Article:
For many Alaska Natives, access to routine cancer screenings is nearly impossible. The Alaska Native Tribal Health Consortium is doing everything they can to change that.
We all know how important it is to keep up with routine cancer screenings. For most Americans, that might mean having to take a day off work to get a colonoscopy, or leaving the kids with a sitter for a few hours to go in for a mammogram. But what if it meant having to travel hundreds of miles in extreme weather conditions to get to the nearest hospital? A recent study found that almost 30 million Americans live in what are known as “medical deserts,” or areas where the closest acute-care facility is at least an hour away. This includes the thousands of Alaska Natives whose communities are located off the state road system and are only accessible by plane, or at certain times of the year, by traversing frozen rivers. When faced with the challenge of getting from a remote, inaccessible area to a regional hospital, many people might decide a routine screening isn’t worth the trip. The Alaska Native Tribal Health Consortium (ANTHC) is working hard to make sure that doesn’t happen, especially because Alaska Natives have among the world’s highest reported rates of colorectal cancer, with new cases and deaths occurring at a rate twice as high as White Americans.
The ANTHC is the largest tribal health organization in the country, with a vision of making Alaska Natives the healthiest people in the world. It has a community health aid program, which trains frontline health workers in remote areas. It has an engineering arm that works on improving water and sanitation conditions in rural communities. It also oversees the Alaska Native Medical Center, a bustling hospital located in Anchorage staffed by a dedicated team of healthcare providers.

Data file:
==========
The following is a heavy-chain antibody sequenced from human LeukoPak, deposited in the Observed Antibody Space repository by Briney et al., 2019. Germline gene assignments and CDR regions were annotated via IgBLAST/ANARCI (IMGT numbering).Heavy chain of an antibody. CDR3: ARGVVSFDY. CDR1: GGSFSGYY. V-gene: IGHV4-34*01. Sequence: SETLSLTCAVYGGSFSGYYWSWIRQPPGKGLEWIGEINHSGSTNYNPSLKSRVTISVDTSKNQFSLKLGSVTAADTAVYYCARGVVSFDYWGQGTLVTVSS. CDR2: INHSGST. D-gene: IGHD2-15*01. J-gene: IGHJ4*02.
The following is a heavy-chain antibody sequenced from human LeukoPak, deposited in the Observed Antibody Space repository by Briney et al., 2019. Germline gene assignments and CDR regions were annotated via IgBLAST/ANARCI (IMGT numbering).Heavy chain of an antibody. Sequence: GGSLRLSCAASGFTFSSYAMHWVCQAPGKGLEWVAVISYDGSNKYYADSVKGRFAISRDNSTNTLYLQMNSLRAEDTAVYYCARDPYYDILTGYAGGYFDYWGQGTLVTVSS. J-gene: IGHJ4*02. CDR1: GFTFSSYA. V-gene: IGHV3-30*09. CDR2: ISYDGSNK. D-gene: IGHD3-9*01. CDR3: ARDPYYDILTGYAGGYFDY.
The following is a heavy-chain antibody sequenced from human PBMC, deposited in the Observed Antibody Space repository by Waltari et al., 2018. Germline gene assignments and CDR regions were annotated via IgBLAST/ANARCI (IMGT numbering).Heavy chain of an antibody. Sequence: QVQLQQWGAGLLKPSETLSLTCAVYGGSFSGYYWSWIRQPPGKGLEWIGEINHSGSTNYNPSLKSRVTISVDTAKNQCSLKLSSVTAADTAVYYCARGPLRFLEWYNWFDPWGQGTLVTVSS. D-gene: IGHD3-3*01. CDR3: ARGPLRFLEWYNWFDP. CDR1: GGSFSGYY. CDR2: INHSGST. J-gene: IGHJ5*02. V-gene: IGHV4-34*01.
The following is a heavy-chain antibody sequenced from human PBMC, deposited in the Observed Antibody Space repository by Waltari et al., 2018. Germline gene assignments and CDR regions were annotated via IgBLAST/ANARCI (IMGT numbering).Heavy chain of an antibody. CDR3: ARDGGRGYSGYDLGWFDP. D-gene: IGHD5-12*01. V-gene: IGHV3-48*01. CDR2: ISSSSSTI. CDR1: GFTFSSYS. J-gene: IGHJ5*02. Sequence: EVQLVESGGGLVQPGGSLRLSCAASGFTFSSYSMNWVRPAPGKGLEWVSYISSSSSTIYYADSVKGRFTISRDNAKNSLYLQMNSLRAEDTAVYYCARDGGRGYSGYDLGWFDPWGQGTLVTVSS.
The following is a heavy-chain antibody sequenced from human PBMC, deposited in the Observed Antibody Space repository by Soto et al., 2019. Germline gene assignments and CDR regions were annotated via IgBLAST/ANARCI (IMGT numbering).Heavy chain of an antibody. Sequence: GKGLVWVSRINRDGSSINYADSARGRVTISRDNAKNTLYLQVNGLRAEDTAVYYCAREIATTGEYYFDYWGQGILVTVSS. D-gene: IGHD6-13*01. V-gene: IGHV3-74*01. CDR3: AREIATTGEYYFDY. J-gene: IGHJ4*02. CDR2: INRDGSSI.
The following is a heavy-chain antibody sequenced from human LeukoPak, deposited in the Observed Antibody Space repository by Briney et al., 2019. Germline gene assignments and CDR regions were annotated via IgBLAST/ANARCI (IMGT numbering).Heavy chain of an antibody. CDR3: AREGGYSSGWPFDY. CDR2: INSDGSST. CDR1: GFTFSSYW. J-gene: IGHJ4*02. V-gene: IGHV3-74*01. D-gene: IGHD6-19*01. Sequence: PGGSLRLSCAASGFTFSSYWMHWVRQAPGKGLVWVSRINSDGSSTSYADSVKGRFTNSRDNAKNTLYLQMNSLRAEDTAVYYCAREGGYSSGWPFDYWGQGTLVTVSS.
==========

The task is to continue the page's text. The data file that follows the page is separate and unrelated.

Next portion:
North America has a history of brutally oppressing Native Americans, including through the use of boarding schools, which were federally funded reeducation and assimilation centers where Native Americans were forcibly stripped of their cultural heritage. Just this year, the bodies of over 1,500 children have been discovered on the grounds of seven former boarding schools in Canada, with no explanation as to who these children were or how they died. Given this history, it’s crucial that healthcare providers make Native American patients feel safe and culturally understood. ANTHC emphasizes cultural training, where employees learn everything from how different communities say hello and goodbye to how differing concepts of time may impact the provider-patient experience. The Alaska Native Medical Center itself is a celebration of Alaska Native heritage, filled with art and design elements to make people feel at home. The ANTHC board of directors are all Alaska Native, as are many people in leadership roles throughout the consortium. Many of the doctors who aren’t Alaska Native grew up in Alaska, including Dr. Diana Redwood.
A senior epidemiologist with the ANTHC, Dr. Redwood has called Alaska home for most of her life. When she was two years old, her mother drove her and her siblings in a pickup truck from Massachusetts to Palmer, Alaska, about 40 miles north of Anchorage. There, the family built a house. “I helped to carry nails,” Dr. Redwood laughs. “We had no running water or electricity for the first couple of years, so I definitely experienced Alaskan life at an early age.”